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Income Tax Keyed to Graetz
Frank Lyon Co. v. United States
Citation:435 U.S. 561 (1978)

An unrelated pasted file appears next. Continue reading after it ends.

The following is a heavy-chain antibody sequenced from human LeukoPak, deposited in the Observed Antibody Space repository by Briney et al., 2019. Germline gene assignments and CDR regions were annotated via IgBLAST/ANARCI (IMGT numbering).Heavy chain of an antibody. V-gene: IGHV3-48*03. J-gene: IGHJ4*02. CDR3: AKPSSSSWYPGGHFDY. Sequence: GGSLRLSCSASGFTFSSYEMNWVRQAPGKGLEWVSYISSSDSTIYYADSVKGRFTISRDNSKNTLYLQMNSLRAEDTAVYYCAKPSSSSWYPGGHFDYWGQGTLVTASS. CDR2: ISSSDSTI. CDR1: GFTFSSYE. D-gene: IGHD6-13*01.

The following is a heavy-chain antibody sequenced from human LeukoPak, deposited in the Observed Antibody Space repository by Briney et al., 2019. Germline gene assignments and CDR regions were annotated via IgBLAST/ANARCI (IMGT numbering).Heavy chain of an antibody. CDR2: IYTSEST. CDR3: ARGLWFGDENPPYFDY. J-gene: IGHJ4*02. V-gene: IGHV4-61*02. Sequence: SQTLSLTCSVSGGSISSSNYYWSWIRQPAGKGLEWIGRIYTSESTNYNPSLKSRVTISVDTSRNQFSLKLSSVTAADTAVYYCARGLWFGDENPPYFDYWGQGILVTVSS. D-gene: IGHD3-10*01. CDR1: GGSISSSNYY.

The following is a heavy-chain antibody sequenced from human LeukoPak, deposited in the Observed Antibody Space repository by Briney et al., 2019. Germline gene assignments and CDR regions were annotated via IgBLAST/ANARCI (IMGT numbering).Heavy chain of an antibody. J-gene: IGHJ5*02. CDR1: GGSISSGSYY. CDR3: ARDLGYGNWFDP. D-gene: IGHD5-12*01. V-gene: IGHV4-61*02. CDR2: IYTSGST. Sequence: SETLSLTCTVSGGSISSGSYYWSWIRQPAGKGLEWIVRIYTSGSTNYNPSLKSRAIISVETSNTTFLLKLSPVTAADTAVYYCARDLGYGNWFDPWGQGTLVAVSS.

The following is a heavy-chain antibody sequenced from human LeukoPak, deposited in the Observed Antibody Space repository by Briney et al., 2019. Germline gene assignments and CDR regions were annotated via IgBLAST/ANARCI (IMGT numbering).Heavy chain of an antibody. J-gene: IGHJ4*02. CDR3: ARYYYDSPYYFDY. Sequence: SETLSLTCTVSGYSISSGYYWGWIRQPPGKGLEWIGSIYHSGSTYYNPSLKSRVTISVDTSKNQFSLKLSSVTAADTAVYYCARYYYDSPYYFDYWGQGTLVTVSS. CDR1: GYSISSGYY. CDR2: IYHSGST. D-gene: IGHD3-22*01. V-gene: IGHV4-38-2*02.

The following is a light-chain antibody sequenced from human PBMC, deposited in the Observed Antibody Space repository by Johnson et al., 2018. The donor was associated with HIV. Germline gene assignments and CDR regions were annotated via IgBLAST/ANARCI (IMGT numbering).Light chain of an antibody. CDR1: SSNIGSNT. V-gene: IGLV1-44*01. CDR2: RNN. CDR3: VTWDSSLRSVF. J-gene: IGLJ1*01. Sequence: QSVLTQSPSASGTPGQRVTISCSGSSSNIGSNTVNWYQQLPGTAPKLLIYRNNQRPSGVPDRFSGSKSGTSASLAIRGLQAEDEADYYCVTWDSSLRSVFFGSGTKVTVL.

In 1965, Frank Lyon Company (Lyon) engaged in a sale-and-leaseback agreement with Worthen Bank & Trust Company (Worthen) of Little Rock, Arkansas. The aim of the arrangement was for Lyon to buy a building from Worthen which was being built into a new bank location for Worthen. State and federal regulations prevented Worthen from financing the project directly, thus prompting the sale-and-leaseback arrangement. Worthen would then lease the building back from Lyon, with Worthen having options to purchase the building at various intervals. Lyon would maintain ownership over the building at the end of Worthen’s lease if Worthen decided not to buy. The parties contracted for a “net lease” where Worthen would pay all expenses for the building, and would pay an equivalent to Lyon’s monthly mortgage interest payments on a loan issued by New York Life Insurance, an agency which financed the transaction. The Commissioner of Internal Revenue disallowed Lyon’s deductions of these mortgage interest payments.
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